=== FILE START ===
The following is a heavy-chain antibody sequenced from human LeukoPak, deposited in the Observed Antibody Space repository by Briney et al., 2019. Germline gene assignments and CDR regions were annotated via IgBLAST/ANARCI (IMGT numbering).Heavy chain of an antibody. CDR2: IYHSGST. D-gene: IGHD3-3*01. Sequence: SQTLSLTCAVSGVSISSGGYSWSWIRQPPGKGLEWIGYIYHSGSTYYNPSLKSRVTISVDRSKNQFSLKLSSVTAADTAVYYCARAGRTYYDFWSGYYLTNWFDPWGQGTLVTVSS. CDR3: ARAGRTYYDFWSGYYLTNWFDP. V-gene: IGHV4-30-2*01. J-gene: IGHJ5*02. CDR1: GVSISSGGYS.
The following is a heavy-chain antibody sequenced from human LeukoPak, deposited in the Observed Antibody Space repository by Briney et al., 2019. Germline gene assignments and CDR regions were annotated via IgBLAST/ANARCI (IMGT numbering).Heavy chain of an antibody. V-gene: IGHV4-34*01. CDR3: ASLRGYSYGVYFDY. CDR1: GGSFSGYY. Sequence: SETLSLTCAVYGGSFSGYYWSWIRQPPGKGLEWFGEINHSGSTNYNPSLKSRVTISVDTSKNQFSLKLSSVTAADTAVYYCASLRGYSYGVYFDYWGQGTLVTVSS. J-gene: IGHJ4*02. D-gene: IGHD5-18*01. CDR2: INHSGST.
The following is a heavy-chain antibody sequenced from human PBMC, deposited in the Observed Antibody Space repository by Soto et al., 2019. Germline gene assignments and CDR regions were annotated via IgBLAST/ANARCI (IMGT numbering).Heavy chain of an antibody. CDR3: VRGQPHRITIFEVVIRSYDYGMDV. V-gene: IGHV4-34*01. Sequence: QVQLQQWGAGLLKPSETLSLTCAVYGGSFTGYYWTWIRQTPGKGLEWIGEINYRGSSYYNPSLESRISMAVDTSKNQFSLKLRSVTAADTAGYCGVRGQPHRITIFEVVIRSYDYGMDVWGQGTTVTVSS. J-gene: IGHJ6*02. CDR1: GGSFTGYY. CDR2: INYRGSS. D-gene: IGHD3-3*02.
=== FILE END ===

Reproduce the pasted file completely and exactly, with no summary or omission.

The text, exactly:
The following is a heavy-chain antibody sequenced from human LeukoPak, deposited in the Observed Antibody Space repository by Briney et al., 2019. Germline gene assignments and CDR regions were annotated via IgBLAST/ANARCI (IMGT numbering).Heavy chain of an antibody. CDR2: IYHSGST. D-gene: IGHD3-3*01. Sequence: SQTLSLTCAVSGVSISSGGYSWSWIRQPPGKGLEWIGYIYHSGSTYYNPSLKSRVTISVDRSKNQFSLKLSSVTAADTAVYYCARAGRTYYDFWSGYYLTNWFDPWGQGTLVTVSS. CDR3: ARAGRTYYDFWSGYYLTNWFDP. V-gene: IGHV4-30-2*01. J-gene: IGHJ5*02. CDR1: GVSISSGGYS.
The following is a heavy-chain antibody sequenced from human LeukoPak, deposited in the Observed Antibody Space repository by Briney et al., 2019. Germline gene assignments and CDR regions were annotated via IgBLAST/ANARCI (IMGT numbering).Heavy chain of an antibody. V-gene: IGHV4-34*01. CDR3: ASLRGYSYGVYFDY. CDR1: GGSFSGYY. Sequence: SETLSLTCAVYGGSFSGYYWSWIRQPPGKGLEWFGEINHSGSTNYNPSLKSRVTISVDTSKNQFSLKLSSVTAADTAVYYCASLRGYSYGVYFDYWGQGTLVTVSS. J-gene: IGHJ4*02. D-gene: IGHD5-18*01. CDR2: INHSGST.
The following is a heavy-chain antibody sequenced from human PBMC, deposited in the Observed Antibody Space repository by Soto et al., 2019. Germline gene assignments and CDR regions were annotated via IgBLAST/ANARCI (IMGT numbering).Heavy chain of an antibody. CDR3: VRGQPHRITIFEVVIRSYDYGMDV. V-gene: IGHV4-34*01. Sequence: QVQLQQWGAGLLKPSETLSLTCAVYGGSFTGYYWTWIRQTPGKGLEWIGEINYRGSSYYNPSLESRISMAVDTSKNQFSLKLRSVTAADTAGYCGVRGQPHRITIFEVVIRSYDYGMDVWGQGTTVTVSS. J-gene: IGHJ6*02. CDR1: GGSFTGYY. CDR2: INYRGSS. D-gene: IGHD3-3*02.